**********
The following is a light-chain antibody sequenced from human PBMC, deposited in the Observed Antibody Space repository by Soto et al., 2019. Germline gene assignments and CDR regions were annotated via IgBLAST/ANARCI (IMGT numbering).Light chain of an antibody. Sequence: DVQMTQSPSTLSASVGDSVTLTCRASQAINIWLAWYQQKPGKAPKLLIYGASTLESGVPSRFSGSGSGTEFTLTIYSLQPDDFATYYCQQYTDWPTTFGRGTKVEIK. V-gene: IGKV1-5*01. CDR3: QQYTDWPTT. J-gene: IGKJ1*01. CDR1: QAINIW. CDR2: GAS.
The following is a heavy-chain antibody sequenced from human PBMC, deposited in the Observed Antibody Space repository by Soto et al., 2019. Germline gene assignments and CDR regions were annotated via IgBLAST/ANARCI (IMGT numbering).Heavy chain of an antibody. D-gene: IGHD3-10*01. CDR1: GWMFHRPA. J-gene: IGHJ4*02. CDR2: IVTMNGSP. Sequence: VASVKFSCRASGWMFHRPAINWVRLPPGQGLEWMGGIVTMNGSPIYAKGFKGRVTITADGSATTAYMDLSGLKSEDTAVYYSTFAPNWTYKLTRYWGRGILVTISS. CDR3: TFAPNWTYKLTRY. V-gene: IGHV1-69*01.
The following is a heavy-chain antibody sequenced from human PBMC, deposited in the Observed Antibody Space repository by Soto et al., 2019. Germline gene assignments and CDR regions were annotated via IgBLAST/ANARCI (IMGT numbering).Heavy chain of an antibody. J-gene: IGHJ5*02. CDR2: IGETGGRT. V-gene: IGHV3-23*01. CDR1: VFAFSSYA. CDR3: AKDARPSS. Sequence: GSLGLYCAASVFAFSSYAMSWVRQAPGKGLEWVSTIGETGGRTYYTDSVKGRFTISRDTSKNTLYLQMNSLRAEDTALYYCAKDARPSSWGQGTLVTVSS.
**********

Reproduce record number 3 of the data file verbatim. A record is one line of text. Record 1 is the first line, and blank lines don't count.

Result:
The following is a heavy-chain antibody sequenced from human PBMC, deposited in the Observed Antibody Space repository by Soto et al., 2019. Germline gene assignments and CDR regions were annotated via IgBLAST/ANARCI (IMGT numbering).Heavy chain of an antibody. J-gene: IGHJ5*02. CDR2: IGETGGRT. V-gene: IGHV3-23*01. CDR1: VFAFSSYA. CDR3: AKDARPSS. Sequence: GSLGLYCAASVFAFSSYAMSWVRQAPGKGLEWVSTIGETGGRTYYTDSVKGRFTISRDTSKNTLYLQMNSLRAEDTALYYCAKDARPSSWGQGTLVTVSS.